This story is part of a continuing series of Hometown Heroes. CACSEI is highlighting the work of regional child protection workers, advocates, law enforcement, and allies in our work against child abuse.
Talk to anyone who works for the betterment of children and you’ll eventually hear the phrase “improving outcomes” and “community partners.” In casual conversation, it might slip past your ears without much thought. But inside the Department of Child Services “improving outcomes” has become less a mission or vision and more of a crusade.
Gary Keith has been ably working for the State of Indiana in one agency or another across southeast Indiana for 34 years. Jovial, intellectually curious, and without a hint of jaded skepticism, Keith has been advocating for better policies, better outcomes, better everything for kids for decades. He currently works as the Local Director for Jefferson County’s DCS office.
Keith’s role involves a lot of collaborative meetings and events. That could be meeting with a judge, a prosecutor, school superintendents or principals. These happen monthly, and as staff and officials shift, so can the goals and tasks before them.
“I hate to say they’re challenges, but it is always a challenge to bring together various community partners on initiatives to benefit children and families,” says Keith. His obvious optimism is not deterred by the complexity of what’s at stake.
“The ever-changing nature of this role is to communicate and collaborate with our community and partners. Because if we don’t, there’s a lot of misconceptions of the role of DCS,” says Keith.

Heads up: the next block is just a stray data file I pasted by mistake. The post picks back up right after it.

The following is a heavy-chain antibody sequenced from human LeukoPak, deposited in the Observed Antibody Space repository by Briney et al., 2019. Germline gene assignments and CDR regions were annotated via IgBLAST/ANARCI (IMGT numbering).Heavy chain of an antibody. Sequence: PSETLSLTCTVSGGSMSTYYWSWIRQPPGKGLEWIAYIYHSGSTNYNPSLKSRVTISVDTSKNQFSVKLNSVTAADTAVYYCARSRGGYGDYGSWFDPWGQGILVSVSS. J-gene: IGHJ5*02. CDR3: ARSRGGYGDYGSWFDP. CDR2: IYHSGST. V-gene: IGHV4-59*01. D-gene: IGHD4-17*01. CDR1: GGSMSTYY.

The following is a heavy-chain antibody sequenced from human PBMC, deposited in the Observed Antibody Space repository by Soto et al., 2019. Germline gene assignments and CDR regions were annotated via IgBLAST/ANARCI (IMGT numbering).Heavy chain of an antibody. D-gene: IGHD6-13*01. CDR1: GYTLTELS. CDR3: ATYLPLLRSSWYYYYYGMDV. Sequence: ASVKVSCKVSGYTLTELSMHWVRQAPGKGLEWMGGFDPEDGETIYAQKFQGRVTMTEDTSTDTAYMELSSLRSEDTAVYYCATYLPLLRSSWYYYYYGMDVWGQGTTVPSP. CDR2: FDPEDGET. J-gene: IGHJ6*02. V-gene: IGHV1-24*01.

Keith originally went to school for education, a skill set that has handily prepared him for addressing misconceptions and reaching new people. “I thought I wanted to teach,” he recalls. But a job opening as a caseworker at what was then called the Switzerland County Welfare Office changed his path. He’s been in public service ever since.
“And a typical day has to include putting out fires you didn’t plan for,” says Keith. Like any manager, that includes everything from writing reports, corresponding with other managers around the region, analyzing data, and deciding who gets next Friday off. “Sometimes I feel like an air traffic controller and a cheerleader. I’m looking at all these parts and keeping people moving toward a common outcome.”
That outcome is clear for him and everyone in the office: “Each day is about keeping everyone working toward our mission to protect children from abuse or neglect,” he says.
DCS’s outcomes are measured like any enterprise: the time it takes to respond to requests or questions, the success or failure of new initiatives and programs, or the pace at which projects are moving. For instance, DCS works toward guardianship within eighteen months, or reunification with parents in a year. An adoption process from start to finish should be no more than two years.
Maintaining good relationships with community partners, like CACSEI, helps ensure they and others meet those needs of children and families. “Working with CACSEI is an example of a collaborative relationship. The multi-disciplinary team is essential ensuring we’re working together and not re-traumatizing children while preserving the integrity of cases,” says Keith.
“I did interviews before the CAC existed,” recalls Keith, “And I’d like to think I did a good job. But I know as an agency others weren’t. CACSEI provides consistency in our whole region about how kids are being treated during forensic interviews.”
As “improving outcomes” go, alongside phrases like “community partners”, the phrases might sound esoteric or possibly an overly complicated way of saying “doing good work with people”. But it’s much more than that because people move, shift, and change. The crusade to protect kids never waivers, but taking the time to keep people together does. “The challenges of this job are stepping outside the day-to-day crises and trying to link what we do together. It’s my job to take the time to do that,” says Keith.